jdMorgan - 5:35 am on Jul 14, 2006 (gmt 0) Thanks for the feedback, and for the actions your teams have taken.
The Yahoo! China Slurp was indeed following 'Slurp' user-agent rules in preference to 'Slurp China' rules. The Yahoo! China team have corrected that, so China Slurp will now observe its own specific rules instead of Slurp rules.
I hope that statement was an intentional simplification, as the correct behaviour would be to accept robots.txt records with User-agent tokens in the following priority:
Thanks for the feedback, and for the actions your teams have taken.
Is there a reason it cannot use the previously-collected Slurp dataset? Or the same crawler? Yahoo! is a big company, but may I humbly and earnestly suggest that you guard against the proliferation of too many agents and too many user-agent strings? I would generally object on principle to the additional "Slurp China" user-agent string, except for the 'special circumstances' that China requires.
Same thing for "Slurp DE" -- can it share the dataset? This one at least needs a more-specific name: My original thought was that is was from Germany (country-code "DE") -- perhaps also in response to that country's special requirements concerning certain search results. "DE" gave me no clue that it was related to the Yahoo! directory.
We had a discussion here years ago with a spider author who was upset about being massively banned, because he thought he'd done his due-diligence by providing identifying and contact info in the "HTTP_FROM" header. But the fact is that almost no Webmasters can see that header in their logs; It requires a custom log format, and that level of configuration is simply not available on common name-based virtual hosting accounts.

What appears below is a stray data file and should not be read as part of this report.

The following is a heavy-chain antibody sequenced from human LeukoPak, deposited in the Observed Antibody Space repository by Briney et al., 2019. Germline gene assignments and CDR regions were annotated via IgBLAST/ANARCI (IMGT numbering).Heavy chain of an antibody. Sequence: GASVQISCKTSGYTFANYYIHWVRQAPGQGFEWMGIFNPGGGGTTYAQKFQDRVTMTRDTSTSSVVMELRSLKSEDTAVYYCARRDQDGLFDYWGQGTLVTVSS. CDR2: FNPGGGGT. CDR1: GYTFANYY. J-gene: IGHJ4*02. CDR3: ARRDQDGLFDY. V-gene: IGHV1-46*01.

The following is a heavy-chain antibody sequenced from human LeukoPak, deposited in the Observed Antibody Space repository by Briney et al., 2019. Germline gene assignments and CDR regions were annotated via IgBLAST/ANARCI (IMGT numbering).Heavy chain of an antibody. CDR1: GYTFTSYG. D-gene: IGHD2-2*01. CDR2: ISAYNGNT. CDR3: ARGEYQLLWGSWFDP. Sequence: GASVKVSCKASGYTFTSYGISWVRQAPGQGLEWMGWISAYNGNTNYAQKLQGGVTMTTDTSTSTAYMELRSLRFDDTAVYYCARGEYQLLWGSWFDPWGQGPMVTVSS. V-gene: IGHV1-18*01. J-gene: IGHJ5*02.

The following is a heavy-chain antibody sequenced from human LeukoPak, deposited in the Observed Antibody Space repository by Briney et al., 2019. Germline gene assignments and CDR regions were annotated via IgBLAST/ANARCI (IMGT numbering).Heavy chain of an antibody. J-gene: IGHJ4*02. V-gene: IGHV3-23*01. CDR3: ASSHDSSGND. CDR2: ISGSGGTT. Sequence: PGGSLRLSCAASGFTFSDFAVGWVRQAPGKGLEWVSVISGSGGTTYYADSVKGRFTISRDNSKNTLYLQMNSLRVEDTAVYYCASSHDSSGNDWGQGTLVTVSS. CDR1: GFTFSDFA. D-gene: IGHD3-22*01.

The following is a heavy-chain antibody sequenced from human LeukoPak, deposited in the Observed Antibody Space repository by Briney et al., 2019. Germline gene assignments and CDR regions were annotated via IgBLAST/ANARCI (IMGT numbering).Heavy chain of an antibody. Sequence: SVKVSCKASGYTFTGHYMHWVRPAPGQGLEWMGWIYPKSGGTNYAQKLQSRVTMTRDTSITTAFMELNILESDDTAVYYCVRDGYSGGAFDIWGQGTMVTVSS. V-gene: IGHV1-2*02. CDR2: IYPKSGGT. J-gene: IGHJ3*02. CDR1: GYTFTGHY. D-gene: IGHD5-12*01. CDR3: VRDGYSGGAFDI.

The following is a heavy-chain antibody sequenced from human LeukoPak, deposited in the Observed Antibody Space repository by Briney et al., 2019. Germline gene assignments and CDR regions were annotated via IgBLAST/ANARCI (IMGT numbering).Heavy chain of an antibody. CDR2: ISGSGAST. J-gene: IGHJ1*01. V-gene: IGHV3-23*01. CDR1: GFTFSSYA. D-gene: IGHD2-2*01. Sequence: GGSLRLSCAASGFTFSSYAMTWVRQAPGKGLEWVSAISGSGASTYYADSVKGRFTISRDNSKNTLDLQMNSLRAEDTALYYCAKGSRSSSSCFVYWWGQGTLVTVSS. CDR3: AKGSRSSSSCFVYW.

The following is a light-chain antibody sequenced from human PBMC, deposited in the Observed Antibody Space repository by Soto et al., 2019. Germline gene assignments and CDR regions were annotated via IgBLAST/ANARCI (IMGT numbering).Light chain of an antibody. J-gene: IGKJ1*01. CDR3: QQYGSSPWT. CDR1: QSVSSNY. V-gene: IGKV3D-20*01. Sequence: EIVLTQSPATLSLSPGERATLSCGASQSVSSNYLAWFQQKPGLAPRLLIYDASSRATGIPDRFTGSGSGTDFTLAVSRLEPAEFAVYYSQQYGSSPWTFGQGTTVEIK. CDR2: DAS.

So anyway, I'll toss that UA-string-injection idea out for your team to consider: Find the last substring in the user's UA string bounded by ";" and ")", insert "; Yahoo! Babelfish/1.0" ahead of the ")" and you're good to go. (Of course, that assumes that the user's UA string is valid to begin with.) I'm suggesting this only if it doesn't make more sense to modify the referer, and only for 'translatable objects', not for images, stylesheets, and client-side scripts, which I presume just pass through the translation proxy unmodified.
I'm not familiar with the 'environment' in which this Overture User-agent operates -- To be blunt -- whether you can 'trust' the target sites. But for the majority of activity, I really come down on the side of those who say that all automated agents should identify themselves, even if just with a "(compatible; Yahoo! Sponsored Search)" or "(compatible; Overture)" in there. The plain "Mozilla/4.0" User-agent is commonly used for site scraping and other exploits, and is persona non-grata on many sites. Yahoo can use it on my sites, but only because the blocking rule contains IP and remote host exclusions to let Yahoo! in. So, I'd say identify yourself, spot-check for underhanded UA-based cloaking (if necessary) using a valid browser UA, and drop any subscriber that breaks your TOS. Rule of law and all that...
I hope these comments are useful. Thanks again to you and your teams for listening to feedback and taking action on our concerns.